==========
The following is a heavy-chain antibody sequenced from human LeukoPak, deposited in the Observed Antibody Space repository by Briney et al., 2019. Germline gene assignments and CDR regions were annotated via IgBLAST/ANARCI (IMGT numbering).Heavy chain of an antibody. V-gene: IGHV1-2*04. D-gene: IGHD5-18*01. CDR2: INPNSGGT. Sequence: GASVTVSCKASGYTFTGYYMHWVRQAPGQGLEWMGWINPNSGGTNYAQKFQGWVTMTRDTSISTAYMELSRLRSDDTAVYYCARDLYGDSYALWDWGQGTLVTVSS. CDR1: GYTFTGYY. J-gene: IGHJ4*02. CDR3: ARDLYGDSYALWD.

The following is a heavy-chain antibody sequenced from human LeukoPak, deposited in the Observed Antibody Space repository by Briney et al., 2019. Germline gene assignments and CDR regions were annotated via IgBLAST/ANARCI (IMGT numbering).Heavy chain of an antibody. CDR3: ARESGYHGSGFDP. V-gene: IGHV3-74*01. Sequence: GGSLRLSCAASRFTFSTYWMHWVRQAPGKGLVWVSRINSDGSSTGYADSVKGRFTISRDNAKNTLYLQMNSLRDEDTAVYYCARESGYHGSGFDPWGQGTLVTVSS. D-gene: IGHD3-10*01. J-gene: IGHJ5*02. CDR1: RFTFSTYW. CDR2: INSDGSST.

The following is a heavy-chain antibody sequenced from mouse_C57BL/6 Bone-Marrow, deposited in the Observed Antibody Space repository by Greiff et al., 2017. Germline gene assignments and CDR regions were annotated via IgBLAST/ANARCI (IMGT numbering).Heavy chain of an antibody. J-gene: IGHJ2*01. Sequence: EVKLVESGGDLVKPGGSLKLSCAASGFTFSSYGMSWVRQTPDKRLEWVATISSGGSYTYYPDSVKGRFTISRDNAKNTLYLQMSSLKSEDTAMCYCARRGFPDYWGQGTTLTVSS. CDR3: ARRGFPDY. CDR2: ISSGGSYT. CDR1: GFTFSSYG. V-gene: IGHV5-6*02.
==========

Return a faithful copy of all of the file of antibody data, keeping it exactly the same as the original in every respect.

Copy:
The following is a heavy-chain antibody sequenced from human LeukoPak, deposited in the Observed Antibody Space repository by Briney et al., 2019. Germline gene assignments and CDR regions were annotated via IgBLAST/ANARCI (IMGT numbering).Heavy chain of an antibody. V-gene: IGHV1-2*04. D-gene: IGHD5-18*01. CDR2: INPNSGGT. Sequence: GASVTVSCKASGYTFTGYYMHWVRQAPGQGLEWMGWINPNSGGTNYAQKFQGWVTMTRDTSISTAYMELSRLRSDDTAVYYCARDLYGDSYALWDWGQGTLVTVSS. CDR1: GYTFTGYY. J-gene: IGHJ4*02. CDR3: ARDLYGDSYALWD.

The following is a heavy-chain antibody sequenced from human LeukoPak, deposited in the Observed Antibody Space repository by Briney et al., 2019. Germline gene assignments and CDR regions were annotated via IgBLAST/ANARCI (IMGT numbering).Heavy chain of an antibody. CDR3: ARESGYHGSGFDP. V-gene: IGHV3-74*01. Sequence: GGSLRLSCAASRFTFSTYWMHWVRQAPGKGLVWVSRINSDGSSTGYADSVKGRFTISRDNAKNTLYLQMNSLRDEDTAVYYCARESGYHGSGFDPWGQGTLVTVSS. D-gene: IGHD3-10*01. J-gene: IGHJ5*02. CDR1: RFTFSTYW. CDR2: INSDGSST.

The following is a heavy-chain antibody sequenced from mouse_C57BL/6 Bone-Marrow, deposited in the Observed Antibody Space repository by Greiff et al., 2017. Germline gene assignments and CDR regions were annotated via IgBLAST/ANARCI (IMGT numbering).Heavy chain of an antibody. J-gene: IGHJ2*01. Sequence: EVKLVESGGDLVKPGGSLKLSCAASGFTFSSYGMSWVRQTPDKRLEWVATISSGGSYTYYPDSVKGRFTISRDNAKNTLYLQMSSLKSEDTAMCYCARRGFPDYWGQGTTLTVSS. CDR3: ARRGFPDY. CDR2: ISSGGSYT. CDR1: GFTFSSYG. V-gene: IGHV5-6*02.